Are Progressives “Neo-Confederates”?

Victor Davis Hanson’s laughable piece at The New Criterion is the gift that keeps on giving, at least if you need a muse. His conclusion is particularly noteworthy for its ahistorical tone: “Or, to put it another way in an ironic fashion, the obdurate blue-state North is reminiscent of the mulish Old South, while the red-state new South is beginning to resemble the dynamic old …more

The Old South Shall Rise Again?

Yesterday I told you about my latest class at McClanahan Academy, Radical Republicans, and how it was essential that you understand that group of men. Why? Because so many modern “conservatives” simply regurgitate what these leftists had to say about the War, the South, and American society. Charles Sumner, for example, wanted to remake the United States in the image of New England. He believed …more

The Radical Republicans Screwed Up America

I am going to say something that might surprise you: The most important men in American political history were the Radical Republicans of the 1850s-1870s. It’s not even close. The immediate response, I am sure, will be, “But what about the Founding Fathers?” I greatly admire the founding generation, and I consider them to be the greatest generation in American history. But the Radical Republicans …more

Conservatism: A Rediscovery or Distortion?

Yoram Hazony recently published a new intellectual history of American conservatism. This is a worthwhile topic, but one that Hazony doesn’t seem to understand. Russell Kirk did a much better job in The Conservative Mind nearly seventy years ago. Why? Because Kirk included Southerners like Calhoun and Randolph. Hazony argues that American conservatism is tied exclusively to the nationalists of the founding generation, meaning Washington, …more

Is Claremont Good for Conservatism?

The New York Times published an expose on the Claremont Institute and its influence on modern American conservatism. Anyone paying attention to conservative politics since 2016 would recognize the wide ranging impact on the conservative movement from Claremont and its programs. The quickly abandoned 1776 Commission Report might as well have been stamped, “Produced and Approved by the Claremont Institute.” Claremont provided most of the …more

Cancel Culture Comes for Massachusetts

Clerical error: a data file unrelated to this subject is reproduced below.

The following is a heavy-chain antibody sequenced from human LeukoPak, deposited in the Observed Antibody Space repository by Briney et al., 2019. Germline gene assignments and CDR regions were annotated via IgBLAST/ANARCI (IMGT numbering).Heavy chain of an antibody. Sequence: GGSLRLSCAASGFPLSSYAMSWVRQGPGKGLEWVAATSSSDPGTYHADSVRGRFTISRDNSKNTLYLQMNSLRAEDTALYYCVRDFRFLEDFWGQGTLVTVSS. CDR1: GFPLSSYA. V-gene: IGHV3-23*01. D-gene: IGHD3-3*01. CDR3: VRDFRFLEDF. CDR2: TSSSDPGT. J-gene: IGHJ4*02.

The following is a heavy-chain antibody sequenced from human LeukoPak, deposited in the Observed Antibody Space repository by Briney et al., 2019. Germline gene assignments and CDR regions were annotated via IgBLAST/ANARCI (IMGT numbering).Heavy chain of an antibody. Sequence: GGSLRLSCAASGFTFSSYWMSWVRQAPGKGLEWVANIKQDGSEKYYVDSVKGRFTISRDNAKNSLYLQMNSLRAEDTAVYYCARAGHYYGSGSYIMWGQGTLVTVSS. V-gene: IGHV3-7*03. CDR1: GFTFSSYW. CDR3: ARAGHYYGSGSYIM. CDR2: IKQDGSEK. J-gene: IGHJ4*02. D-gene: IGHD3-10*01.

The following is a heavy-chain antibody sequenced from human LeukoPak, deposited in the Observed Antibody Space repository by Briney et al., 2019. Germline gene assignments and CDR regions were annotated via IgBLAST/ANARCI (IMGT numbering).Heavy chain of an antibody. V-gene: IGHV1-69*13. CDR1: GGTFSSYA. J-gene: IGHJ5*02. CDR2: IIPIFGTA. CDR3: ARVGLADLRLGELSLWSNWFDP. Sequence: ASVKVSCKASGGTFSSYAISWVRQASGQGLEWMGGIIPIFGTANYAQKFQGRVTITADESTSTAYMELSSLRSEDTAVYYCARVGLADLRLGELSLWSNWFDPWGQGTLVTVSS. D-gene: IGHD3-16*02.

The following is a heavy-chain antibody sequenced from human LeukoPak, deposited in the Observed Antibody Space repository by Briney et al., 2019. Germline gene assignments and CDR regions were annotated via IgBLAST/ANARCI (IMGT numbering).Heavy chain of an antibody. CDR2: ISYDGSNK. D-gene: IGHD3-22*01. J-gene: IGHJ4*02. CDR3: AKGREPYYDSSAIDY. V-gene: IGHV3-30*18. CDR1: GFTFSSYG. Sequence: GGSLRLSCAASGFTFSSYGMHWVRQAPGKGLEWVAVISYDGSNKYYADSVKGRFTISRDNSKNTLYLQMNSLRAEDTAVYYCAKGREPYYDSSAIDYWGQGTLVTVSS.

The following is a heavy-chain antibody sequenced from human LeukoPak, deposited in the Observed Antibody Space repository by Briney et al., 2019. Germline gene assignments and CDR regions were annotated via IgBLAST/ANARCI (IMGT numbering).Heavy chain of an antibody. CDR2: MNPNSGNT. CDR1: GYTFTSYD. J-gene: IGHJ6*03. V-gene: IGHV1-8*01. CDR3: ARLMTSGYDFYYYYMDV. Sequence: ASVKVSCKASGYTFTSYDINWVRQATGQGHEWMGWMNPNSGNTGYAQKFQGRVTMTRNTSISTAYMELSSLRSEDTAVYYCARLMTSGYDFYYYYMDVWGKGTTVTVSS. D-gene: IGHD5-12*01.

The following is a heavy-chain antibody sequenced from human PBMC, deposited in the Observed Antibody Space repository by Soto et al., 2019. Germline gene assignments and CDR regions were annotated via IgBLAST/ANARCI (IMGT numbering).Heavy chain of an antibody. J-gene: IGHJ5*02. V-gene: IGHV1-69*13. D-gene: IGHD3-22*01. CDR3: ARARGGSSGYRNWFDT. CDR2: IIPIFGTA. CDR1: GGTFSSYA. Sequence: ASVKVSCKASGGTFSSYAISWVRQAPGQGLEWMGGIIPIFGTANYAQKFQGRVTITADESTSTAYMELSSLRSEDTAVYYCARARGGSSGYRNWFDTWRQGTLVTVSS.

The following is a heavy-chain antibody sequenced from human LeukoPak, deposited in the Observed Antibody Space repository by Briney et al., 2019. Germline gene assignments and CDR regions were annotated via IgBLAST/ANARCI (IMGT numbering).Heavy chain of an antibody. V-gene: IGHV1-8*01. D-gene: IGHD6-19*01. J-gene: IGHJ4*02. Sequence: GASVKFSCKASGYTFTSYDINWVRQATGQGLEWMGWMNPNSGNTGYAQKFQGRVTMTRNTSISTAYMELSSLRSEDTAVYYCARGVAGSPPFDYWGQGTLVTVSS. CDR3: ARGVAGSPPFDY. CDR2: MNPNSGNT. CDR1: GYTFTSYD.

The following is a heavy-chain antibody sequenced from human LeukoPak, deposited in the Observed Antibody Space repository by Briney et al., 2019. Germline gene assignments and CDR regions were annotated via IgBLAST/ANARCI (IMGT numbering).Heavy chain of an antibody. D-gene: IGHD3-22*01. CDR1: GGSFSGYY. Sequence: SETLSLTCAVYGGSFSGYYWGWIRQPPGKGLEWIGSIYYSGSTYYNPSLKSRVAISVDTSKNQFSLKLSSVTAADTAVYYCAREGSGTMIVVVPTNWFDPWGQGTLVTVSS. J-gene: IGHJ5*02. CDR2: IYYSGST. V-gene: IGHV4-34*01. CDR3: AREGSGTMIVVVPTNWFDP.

In 2015, the Christian Science Monitor interviewed me about the push to remove Confederate symbols across the United States. I argued that the next step would be removing the Jefferson Memorial or renaming Washington D.C. It hasn’t exactly come to that–of course there is a push to remove Washington’s name from George Washington University–but it seems everything traditional in America is under assault. This is …more

Was Obama Following Lincoln?

In 2012, Barack Obama signed the NDAA into law, a bill that suspended the writ of habeas corpus in the United States. Not many noticed, and Obama himself tried to downplay the significance of the bill by issuing a “signing statement” designed to soften the blow to civil liberties. For those that don’t understand the terms “signing statement” or habeas corpus, I’ll help. A “signing …more

Don’t Spit on Your Ancestors’ Graves

Last week I talked about the situation with Ann McLane and the witch hunt in Virginia to take her down. It worked. McLane resigned from her appointed position, probably at the instance of the spineless governor. We should have expected as much. Youngkin is just another establishment Republican. I pegged him for that a while back. But the real issue at hand is something bigger, …more

Bring Back the Spoils!

Thomas Jefferson famously charged King George III with sending over “swarms of officers” to the American colonies with the sole purpose of “harassing” and “eating out the substance” of the American colonies. These would be called bureaucrats, or the “Deep State”. The general government operated with a very small paid cadre of employees for most of the early federal period. Alexander Hamilton had ONE employee …more

Do We Need Another “Constitutional Convention”?

When the 55 delegates to the Philadelphia Convention assembled at the Pennsylvania Statehouse in May 1787, only a handful knew that the gathering would potentially be a seismic shift in American politics. The majority of the delegates believed they attended to simply review the Articles of Confederation and present amendments. Not so for the nationalists bent on “remaking” America. As John Dickinson warned once their …more